Testing of LSE checkerboard targets regarding their usability with the Leica RTC360

In the course of testing LSE reference spheres regarding their usability with the Leica RTC360, we also tested other reference marks. In the process, we tested the checkerboard targets available in our shop.

Test arrangement

The following targets were inspected in the test:


The reference marks were tested in the typical sizes in square format and also as a round target plate with the typical Leica diameter of 4.5". In order to evaluate the visibility, these targets were also tested in different alignments:

  1. Thus the targets were placed in different positions. On the one hand, the horizontal rotation was changed, making the laser's incident angle more acute.
  2. In addition, the targets were also rotated vertically by 45° to test this effect as well.
  3. Moreover, the behaviour at increasing distance was investigated. During the tests, the scanner positions were 10m, 15m, 20m and 25m away from the targets.

The selected scan resolution of the RTC360 is 3mm/10m, which is the highest possible resolution.

Alignment scanner - targets

Distances of the scans performed | distance Leica RTC360 - targets


The Leica software solutions Cyclone and Cyclone Register360 were used for analysis. The analysis was also carried out in the independent software PointCab. For this, however, the raw data first had to be imported into Cyclone in order to export it again in E57 format, so that the analysis could be performed there.

In the following, the results are shown in the figures. Colors symbolize the visibility in the different scenarios.

Processing software Register360

The following results were achieved in Leica Cyclone Register360:

Detection of the targets (vertical alignment) in the software Register360

Detection of the targets ( slanted orientation ) in the software Register360

When looking at the results, the unrecognizability of some of the targets in a frontal constellation is striking (0° | normal of the checkerboard target points towards the scanner). These result from problems with the surface condition, which will be explained in the following. Better results are achieved with square targets than with round ones, not least because of the larger surface and the resulting higher number of scan points. With a slight inclination, the best results of the test series are even shown up to distances of 25m for most targets.

Processing software Cyclone

The following results were obtained in Leica Cyclone:

Detection of the targets (vertical alignment) in the software Cyclone

Detection of the targets (slanted orientation) in the software Cyclone

The test results in Leica Cyclone are very similar to the results in Register360. It can be concluded that a similar search algorithm is used for the two related software solutions.

Processing software PointCab

In the manufacturer independent software PointCab, the results look as follows:

Detection of the targets (vertical alignment) in the software PointCab

Detection of the targets (slanted orientation) in the software PointCab

These results also partly resemble the previous ones. In some cases, PointCab detected chekcerboard targets that were previously unrecognizable. On the other hand, the recognition of previously well recognized targets is less reliable than with the Leica software.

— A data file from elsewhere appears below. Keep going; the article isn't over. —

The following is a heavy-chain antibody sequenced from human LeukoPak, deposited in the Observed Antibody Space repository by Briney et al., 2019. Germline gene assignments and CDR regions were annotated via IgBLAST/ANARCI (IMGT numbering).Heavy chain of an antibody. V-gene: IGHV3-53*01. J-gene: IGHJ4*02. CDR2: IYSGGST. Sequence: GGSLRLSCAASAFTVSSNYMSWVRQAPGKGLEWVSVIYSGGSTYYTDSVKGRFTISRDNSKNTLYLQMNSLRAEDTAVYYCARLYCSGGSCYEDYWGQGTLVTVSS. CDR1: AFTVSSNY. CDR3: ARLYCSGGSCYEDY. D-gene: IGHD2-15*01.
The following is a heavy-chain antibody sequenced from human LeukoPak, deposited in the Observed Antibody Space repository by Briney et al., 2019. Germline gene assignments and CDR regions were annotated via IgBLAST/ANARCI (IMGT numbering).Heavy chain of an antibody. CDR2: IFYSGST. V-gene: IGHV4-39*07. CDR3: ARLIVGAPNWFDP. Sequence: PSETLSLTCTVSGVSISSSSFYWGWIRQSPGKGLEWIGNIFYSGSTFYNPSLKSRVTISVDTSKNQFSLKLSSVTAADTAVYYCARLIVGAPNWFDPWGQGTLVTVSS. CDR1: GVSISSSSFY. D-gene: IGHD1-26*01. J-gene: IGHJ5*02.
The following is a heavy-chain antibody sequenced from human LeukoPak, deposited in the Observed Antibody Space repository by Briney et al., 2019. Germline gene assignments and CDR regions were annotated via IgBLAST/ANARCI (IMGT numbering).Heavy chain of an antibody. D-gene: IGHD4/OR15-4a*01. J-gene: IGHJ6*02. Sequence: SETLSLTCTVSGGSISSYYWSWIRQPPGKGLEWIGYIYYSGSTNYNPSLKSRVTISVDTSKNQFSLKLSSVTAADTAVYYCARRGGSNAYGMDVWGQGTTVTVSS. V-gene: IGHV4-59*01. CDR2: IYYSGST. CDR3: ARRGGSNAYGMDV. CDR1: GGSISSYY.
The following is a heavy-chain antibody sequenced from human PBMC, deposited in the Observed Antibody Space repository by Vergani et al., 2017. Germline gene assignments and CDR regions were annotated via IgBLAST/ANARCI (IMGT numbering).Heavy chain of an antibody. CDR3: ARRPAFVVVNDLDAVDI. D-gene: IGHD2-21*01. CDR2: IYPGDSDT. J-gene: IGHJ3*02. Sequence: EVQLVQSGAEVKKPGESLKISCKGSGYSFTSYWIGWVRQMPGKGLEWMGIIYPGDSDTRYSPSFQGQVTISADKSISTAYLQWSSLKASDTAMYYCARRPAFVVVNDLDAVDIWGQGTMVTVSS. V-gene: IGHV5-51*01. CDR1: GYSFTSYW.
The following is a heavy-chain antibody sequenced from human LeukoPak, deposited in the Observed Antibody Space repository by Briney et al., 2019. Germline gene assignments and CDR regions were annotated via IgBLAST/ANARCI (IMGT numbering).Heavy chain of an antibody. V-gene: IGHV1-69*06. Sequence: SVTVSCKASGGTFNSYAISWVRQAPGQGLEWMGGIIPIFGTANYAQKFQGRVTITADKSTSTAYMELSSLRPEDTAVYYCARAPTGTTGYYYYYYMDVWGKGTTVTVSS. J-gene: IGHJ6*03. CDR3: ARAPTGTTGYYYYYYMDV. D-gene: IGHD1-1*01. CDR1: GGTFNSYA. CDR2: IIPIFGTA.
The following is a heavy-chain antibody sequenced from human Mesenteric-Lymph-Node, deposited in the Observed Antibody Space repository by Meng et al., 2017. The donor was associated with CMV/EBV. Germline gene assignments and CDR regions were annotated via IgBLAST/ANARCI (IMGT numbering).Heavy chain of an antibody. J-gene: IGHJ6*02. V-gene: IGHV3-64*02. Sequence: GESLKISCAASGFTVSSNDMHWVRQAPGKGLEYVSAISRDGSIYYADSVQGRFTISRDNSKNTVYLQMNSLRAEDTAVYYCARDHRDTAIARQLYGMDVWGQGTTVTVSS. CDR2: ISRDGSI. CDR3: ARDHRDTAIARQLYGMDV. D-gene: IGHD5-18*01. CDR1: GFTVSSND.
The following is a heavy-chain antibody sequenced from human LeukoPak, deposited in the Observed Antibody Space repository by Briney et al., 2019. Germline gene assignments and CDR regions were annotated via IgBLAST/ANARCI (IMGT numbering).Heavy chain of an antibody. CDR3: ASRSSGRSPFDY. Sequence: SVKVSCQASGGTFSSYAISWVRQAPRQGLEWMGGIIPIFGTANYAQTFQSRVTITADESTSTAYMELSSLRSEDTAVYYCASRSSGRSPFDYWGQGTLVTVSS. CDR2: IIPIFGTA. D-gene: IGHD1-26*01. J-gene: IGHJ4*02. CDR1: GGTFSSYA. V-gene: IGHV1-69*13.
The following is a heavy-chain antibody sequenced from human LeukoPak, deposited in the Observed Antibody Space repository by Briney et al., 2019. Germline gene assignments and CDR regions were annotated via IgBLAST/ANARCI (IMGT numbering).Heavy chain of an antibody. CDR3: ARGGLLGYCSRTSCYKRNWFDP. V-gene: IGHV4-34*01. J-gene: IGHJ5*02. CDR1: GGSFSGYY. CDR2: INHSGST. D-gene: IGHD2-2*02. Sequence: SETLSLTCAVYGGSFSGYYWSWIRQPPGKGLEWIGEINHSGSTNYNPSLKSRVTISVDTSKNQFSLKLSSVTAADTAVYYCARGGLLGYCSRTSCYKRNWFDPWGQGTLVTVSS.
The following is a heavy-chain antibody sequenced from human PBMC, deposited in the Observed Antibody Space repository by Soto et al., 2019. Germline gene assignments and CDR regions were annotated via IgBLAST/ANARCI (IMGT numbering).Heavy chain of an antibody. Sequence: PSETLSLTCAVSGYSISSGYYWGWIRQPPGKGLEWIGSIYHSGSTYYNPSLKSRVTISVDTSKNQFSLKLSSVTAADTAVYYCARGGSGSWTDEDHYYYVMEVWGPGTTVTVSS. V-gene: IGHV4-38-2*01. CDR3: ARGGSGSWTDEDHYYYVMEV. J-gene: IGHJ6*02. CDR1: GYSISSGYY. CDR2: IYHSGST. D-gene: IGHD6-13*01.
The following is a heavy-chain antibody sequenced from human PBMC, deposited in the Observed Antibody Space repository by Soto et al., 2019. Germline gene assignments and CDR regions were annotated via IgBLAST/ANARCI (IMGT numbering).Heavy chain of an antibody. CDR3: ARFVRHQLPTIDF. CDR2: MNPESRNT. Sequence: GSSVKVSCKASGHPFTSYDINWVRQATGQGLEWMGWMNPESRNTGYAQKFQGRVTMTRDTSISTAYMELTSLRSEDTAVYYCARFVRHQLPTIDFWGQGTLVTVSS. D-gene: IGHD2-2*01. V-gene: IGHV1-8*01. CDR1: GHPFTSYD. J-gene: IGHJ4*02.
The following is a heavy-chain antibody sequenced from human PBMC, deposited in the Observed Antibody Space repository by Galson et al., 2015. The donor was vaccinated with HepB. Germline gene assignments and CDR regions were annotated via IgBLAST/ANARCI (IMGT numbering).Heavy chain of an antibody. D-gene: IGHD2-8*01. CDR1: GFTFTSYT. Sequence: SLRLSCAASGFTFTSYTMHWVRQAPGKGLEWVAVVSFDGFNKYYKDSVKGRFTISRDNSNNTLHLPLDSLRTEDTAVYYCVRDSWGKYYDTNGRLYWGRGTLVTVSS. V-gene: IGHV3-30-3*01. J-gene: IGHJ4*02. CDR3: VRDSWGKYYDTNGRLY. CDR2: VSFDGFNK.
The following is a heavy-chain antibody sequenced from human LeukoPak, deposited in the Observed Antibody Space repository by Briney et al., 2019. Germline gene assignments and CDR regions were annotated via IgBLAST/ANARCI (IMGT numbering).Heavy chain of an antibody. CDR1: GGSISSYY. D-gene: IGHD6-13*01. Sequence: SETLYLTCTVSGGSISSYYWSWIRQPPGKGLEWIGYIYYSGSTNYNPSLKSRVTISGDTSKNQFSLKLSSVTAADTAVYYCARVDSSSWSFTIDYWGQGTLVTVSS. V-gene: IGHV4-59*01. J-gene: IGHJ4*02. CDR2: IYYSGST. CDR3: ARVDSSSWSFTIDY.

Analysis in the software solutions

In 25m, with a frontal constellation, still about 400 points were measured on the square targets and about 150 points on the round targets. This number of points decreases with increasing inclination, so that slightly worse results are assumed with 45° inclination. This result is slightly reflected in the figures. Especially in the scan panoramas, it can finally be seen that the construction of the target center becomes less precise with increasing inclination. As the laser beams impinge on an inclined plane, the point distances increase and the construction accuracy decreases.

Thus, it can be assumed that the best results are achieved with a frontal constellation (0°). Reality shows that this is highly dependent on the nature of the target surface. As soon as the surface of the target is too shiny and at the same time the target is directed too frontally to the scanner, reflection effects occur which make the checkerboard targets unrecognizable (see image).
This is an annoying phenomenon, especially if it is only discovered during the analysis in the office.

Checkerboard targets - reflection effects

Conclusion - Checkerboard detection with Leica RTC360

All in all, we can say that Laserscanning Europe's targets can be used with the Leica RTC360. Especially due to the surface size of the square targets it can be concluded that they are better recognizable than the smaller round targets.

After this test with the RTC360 and also based on further experience with FARO scanners, we will remove EasyTargets from our range of products for the time being. The surface is not sufficient to guarantee reliable results.

The phenomenon of blooming effects cannot be avoided during scanning. This can often lead to unrecognizability even with good surface quality. Therefore, a certain care during the scanning process is important. Avoid scanner positions that face the target at a right angle. If possible, select a slightly slanting scan position with respect to the target. It is also possible to place the targets higher or lower than the scanner itself. This is another way to avoid "blooming" the target.


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